Although the government in recent years has been encouraging people to remain longer in the workforce and offering incentives for employers to retain older people, it does not yet appear to be happening to any significant degree. The government allows the market to determine what it does and employers are not taking up the opportunities that changes in government policy are providing. So there is much lost productivity, for individuals, their families and the economy.
Longer periods of education are justified not only in terms of managing the size of the workforce but because more knowledge is available for learning and many jobs in the new economy require higher level skills. Hockey and his fellow neo-liberals have been keen to increase university fees on the basis that graduates will have access to higher incomes — that may be true but comes in return for giving up years of potential earning. That lost earning capacity comes at a cost not merely to the individual but to their family — which is one reason why participation of lower socio-economic groups in higher education has not improved as much as expected.
The point is that it is actually the government that is determining the period when people can be economically productive members of society.
Despite governments having over the years made the rules that reduced the productive activity of children and the elderly, the likes of Hockey, and other believers in the neo-liberal agenda, suggest that services for the young and old should be provided by the market — rather than alms houses we now have privately owned retirement villages and the encouragement of private schools. Can you see the inconsistency in that approach?
How can the young and the elderly purchase in the market when the government has put in place rules that restrict them from earning in the market? They are left with only two options: reliance on the earning capacity, and support, of the productive members of their families or reliance on government assistance, whether in cash or services. To the extent that the changes have reduced the total productive activity of families, by removing the young and the elderly, then surely it is logical that government meets the costs of the changes it has made.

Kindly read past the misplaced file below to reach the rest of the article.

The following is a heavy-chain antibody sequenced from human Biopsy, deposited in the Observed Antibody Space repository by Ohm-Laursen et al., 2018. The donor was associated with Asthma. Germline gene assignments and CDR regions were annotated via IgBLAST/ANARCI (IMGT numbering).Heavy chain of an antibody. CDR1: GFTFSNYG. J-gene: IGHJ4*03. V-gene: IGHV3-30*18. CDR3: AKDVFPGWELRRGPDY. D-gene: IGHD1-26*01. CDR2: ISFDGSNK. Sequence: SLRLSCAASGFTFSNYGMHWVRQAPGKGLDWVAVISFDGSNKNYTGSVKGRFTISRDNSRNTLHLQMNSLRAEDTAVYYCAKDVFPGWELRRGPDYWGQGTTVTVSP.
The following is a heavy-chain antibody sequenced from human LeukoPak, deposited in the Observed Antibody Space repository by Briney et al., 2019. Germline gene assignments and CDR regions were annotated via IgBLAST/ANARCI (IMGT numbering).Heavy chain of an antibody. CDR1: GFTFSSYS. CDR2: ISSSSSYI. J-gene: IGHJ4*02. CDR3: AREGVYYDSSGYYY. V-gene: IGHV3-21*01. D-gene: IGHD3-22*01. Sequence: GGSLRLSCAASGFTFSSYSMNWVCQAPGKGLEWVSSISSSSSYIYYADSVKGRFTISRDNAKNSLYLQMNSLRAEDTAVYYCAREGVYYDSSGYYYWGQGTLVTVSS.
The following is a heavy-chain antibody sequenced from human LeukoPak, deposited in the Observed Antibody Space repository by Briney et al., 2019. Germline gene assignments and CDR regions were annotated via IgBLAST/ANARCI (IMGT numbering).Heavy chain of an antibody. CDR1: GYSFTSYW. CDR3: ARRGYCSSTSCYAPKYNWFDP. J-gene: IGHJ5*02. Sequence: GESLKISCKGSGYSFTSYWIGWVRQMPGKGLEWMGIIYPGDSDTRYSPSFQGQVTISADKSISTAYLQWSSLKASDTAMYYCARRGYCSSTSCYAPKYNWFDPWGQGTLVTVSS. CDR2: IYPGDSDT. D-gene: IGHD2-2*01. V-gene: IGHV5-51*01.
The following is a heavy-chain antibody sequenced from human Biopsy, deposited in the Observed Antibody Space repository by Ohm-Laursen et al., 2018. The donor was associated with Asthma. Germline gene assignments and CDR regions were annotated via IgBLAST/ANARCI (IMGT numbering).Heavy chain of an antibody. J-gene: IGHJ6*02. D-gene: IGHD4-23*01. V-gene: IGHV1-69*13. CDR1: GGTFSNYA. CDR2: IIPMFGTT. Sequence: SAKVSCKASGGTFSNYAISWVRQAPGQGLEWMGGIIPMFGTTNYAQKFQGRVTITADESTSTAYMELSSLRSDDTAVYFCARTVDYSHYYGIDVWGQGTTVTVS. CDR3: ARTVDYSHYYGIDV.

I am not suggesting that we should turn back the clock to the worst of child labour, or elderly people working until they drop, but we need to acknowledge the historic changes that have taken place in our society, that have changed the economic contribution of the young and the elderly, and consider who bears the responsibility.
If it is government, as the political representative of society, that has changed the opportunity for effective economic productivity for children and the elderly then why shouldn’t it be government that accepts the cost? The argument becomes a market-based argument, not a welfare argument — which should be acceptable to Morrison, Hockey and their ilk: as a society we have, even if for good reason, removed the right of children and the elderly to participate in the labour market and therefore we, as a society, through our government, have an obligation to make up for that lost production for the individuals and their families.
What do you think?
As Ken has presented a very different and unusual argument supporting government provision of welfare and services, we will be very interested in your reaction. Does Ken’s historical argument stand up?
Next week, as the weather forecasters are predicting a severe El Nino this summer, Ken takes a look at the state of water in Australia and some of the politics involved, in ‘Where does all the water go?’.